pulverised menthol crystals: 1.40 to 2.90% approx.
silver powder: 0.70 to 1.45% approx.
In practice a paste giving full satisfaction is obtained by using the different substances indicated in proportions close to the mean value of the limit percentages mentioned above.
After being placed in position in a root canal, within about six to eight days the paste of the invention acquires the consistency of a mastic and maximum hardening is achieved after six to eight months. Redrilling of the canals or their partial deobturation for prosthetic purposes is possible two weeks after the making of the canal filling, the consistency of the paste after this time being such as to permit this operation to be performed.
Because of its antiseptic properties the paste of the invention is useful above all for the root canal filling of infected teeth. However, it may also be used in cases of pulpotomy after pulpitis, or pulpotomy for prosthetic purposes.
The use of the paste of the invention will now be explained for convenience with reference to the accompanying drawing showing a sectional view of a tooth.
Referring to the drawing, the tooth 2 comprises a crown 3, a pulp chamber 4 from which extend canals 5 ending at the apex 8 at a region known as the periapical area 9. The tooth 2 sits in the alveolar bone 6 and is surrounded by ligaments 7. The reference numeral 10 indicates a cyst, the X-ray image of which is shown diagrammatically.
When a tooth is not infected, the canals are drilled and then filled without any attempt being made to go beyond the apex 8.
In general, when a tooth has an apical lesion which can be detected by X-rays, such as the cyst 10, and when pain is felt, after the canals 5 of the tooth have been drilled during a first session of dental treatment, a plug of cotton wool lightly impregnated with parachlorophenol camphor in an occlusive dressing is inserted into the pulp chamber and left in place for from four to ten days. Subsequently at a second session of dental treatment the root filling is made, extending beyond the apex to an extent depending upon the size of the lesion.
If the patient feels no pain, the root filling can be performed during the said first session of the dental treatment, the root filling extending beyond the apex 8 to an extent depending upon the size of the lesion.
In cases of necrobiosis (pulp death) the root filling is made during the first session of dental treatment. If there is a purulent discharge, the lesion should be allowed to drain before the filling is made.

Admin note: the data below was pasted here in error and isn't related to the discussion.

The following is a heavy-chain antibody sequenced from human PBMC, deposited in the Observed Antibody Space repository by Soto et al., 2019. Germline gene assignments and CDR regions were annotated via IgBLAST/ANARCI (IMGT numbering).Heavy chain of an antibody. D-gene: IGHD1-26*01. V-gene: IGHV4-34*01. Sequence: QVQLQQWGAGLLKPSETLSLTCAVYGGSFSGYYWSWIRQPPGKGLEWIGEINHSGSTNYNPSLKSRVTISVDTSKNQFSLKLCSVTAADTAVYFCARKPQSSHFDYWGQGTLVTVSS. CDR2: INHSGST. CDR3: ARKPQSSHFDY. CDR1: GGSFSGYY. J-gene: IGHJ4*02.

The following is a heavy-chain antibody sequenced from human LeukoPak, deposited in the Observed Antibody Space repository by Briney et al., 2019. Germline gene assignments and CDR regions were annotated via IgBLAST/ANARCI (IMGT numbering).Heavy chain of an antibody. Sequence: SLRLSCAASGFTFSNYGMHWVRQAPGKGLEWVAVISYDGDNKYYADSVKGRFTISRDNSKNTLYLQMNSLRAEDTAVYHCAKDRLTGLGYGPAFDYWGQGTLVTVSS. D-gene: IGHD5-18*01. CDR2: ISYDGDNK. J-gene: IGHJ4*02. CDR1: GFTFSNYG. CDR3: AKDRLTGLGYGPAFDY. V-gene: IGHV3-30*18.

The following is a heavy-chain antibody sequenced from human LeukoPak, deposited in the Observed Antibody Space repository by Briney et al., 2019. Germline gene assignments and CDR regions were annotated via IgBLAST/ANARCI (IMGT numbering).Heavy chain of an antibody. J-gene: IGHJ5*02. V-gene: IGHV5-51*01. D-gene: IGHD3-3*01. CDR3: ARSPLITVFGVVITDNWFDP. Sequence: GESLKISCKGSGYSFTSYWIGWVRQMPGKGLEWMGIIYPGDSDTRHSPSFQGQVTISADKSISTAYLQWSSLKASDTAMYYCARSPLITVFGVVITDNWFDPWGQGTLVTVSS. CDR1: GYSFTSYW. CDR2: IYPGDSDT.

The following Example illustrates the present invention.
The tables given below show the results obtained in a certain number of clinical cases using an endodontical treatment paste in accordance with the invention.
Table I corresponds to a study relating to 1,171 cases treated, including 571 infected teeth without a periapical focus and 600 uninfected teeth.
Table II corresponds to a study relating to 549 cases of infected teeth with a diffuse focus.
Table III corresponds to a study relating to 280 cases of infected teeth having a circumscribed focus.
Table IV shows an analysis of the results of Tables I to III.
In the Tables where two figures corresponding to one and the same type of tooth are shown one above the other, the first figure corresponds to the number of teeth treated which belong to the upper jaw and the second figure corresponds to the number of teeth treated which belong to the lower jaw.
The following characteristics were applied as criteria of positive results:
elimination of pain symptoms;
absence of tooth mobility;
reduction of focus of infection and of X-ray image, with osseous retrabeculation (bony regeneration);
diminution of the pathological ligamentary space.
A study of the results shown in Tables I to IV below shows that the paste of the invention brings about a great improvement over the existing technique. It is believed that the improvement results from the paste of the invention having a durable antiseptic action resulting from its extremely slow setting time. In addition, the paste of the invention has the following properties:
ease of introduction;
filling of the apex of the tooth and clogging of the canaliculi of the tooth;
adherence to the walls of the canals;
physically unchanging preservation in the canal;
chemically unchanging preservation in the canal;
no danger to the periapical area;
easily removed if necessary.